Jonathan Shell had been sitting in the Capitol parking lot with his wife, Brooke, for 45 minutes.
They had talked. They had called their pastor. They had prayed.
The couple had just spent their day at a seminar on campaign management sponsored by the Farm Bureau in Louisville. On the advice of local politicians, Shell, then 24, had filed to run for a city council position in Lancaster.
But Brooke thought he should aspire to more.
He had gathered signatures to run for State Representative in the 36th District, his check was written and the papers necessary to declare his intent to run were complete.
All he had to do was get out of the car, walk into the Secretary of State’s office and file to run. Instead, he put his keys in the ignition, started the car and began to drive away.
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Shell’s political ambitions began inside the VIP Express gas station in Garrard County.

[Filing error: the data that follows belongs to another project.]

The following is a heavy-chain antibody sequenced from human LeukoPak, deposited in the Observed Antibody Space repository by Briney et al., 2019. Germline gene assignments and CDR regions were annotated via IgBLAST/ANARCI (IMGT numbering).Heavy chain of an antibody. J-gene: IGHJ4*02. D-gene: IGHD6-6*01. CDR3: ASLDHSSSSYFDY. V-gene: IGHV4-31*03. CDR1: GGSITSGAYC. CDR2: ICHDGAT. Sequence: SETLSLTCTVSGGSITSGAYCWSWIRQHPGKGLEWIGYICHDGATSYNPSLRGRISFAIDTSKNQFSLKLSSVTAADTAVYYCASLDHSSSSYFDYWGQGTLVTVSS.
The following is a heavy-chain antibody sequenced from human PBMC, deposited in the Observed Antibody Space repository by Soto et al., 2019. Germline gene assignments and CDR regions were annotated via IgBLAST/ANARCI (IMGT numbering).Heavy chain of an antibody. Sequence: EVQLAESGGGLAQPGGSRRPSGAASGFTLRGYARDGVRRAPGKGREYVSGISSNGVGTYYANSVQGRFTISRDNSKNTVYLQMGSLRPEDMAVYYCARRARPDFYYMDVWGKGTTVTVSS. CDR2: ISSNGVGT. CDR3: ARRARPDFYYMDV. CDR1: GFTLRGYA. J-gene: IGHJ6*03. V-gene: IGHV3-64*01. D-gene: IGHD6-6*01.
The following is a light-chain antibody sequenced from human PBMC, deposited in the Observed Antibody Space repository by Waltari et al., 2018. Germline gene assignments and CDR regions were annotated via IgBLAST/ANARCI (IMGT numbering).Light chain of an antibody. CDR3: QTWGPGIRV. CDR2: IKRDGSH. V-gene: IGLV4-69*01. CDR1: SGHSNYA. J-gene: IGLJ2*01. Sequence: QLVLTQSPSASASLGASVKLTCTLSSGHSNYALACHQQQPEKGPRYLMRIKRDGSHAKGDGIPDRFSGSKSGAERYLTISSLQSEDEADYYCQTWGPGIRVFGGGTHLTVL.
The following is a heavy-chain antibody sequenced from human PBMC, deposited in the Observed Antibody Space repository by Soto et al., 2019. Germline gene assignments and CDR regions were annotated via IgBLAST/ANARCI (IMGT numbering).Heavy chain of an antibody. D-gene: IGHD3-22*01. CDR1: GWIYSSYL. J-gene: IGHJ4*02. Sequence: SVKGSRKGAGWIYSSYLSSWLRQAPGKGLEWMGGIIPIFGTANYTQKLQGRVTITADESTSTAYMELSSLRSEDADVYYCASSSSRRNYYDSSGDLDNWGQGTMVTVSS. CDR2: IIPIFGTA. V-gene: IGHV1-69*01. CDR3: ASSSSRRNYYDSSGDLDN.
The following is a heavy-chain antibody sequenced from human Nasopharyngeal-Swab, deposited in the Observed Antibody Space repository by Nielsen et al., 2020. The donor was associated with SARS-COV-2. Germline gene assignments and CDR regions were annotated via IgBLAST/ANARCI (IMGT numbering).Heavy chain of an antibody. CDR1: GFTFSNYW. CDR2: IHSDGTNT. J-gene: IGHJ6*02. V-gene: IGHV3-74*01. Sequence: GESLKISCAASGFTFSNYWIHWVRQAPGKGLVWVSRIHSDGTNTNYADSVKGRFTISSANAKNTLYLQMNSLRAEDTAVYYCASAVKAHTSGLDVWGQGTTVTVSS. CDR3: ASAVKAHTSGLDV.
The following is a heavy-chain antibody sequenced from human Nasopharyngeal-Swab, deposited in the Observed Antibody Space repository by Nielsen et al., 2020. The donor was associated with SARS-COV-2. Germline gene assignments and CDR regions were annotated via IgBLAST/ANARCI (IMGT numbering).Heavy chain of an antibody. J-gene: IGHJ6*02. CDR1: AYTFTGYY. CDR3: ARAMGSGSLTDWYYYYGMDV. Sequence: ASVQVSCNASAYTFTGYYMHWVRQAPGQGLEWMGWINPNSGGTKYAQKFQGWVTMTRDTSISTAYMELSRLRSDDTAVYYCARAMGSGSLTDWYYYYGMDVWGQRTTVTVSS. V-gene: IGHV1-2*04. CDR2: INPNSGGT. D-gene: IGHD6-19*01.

“There’s actually places in there where you can sit down and eat lunch,” he explained.
Shell likes a bologna sandwich with hot sauce. Occasionally, he’ll grab a bag of Lays potato chips, pour hot sauce inside and shake it around. While eating, he and other regulars at the VIP Express would watch TV news and start talking about it.
“You know, I’d just be beating my fist at the table, woe is me about government, just complaining,” Shell said. “And I decided to do something about it.”
Now, years later, Shell is finally in a position to do something about it. Shortly after Republicans gained control of the Kentucky House of Representatives in November, Shell was named House Majority Floor Leader on the day before his 29th birthday. That means he has a big say in which bills get a vote on the House floor, despite being the youngest member of the GOP caucus.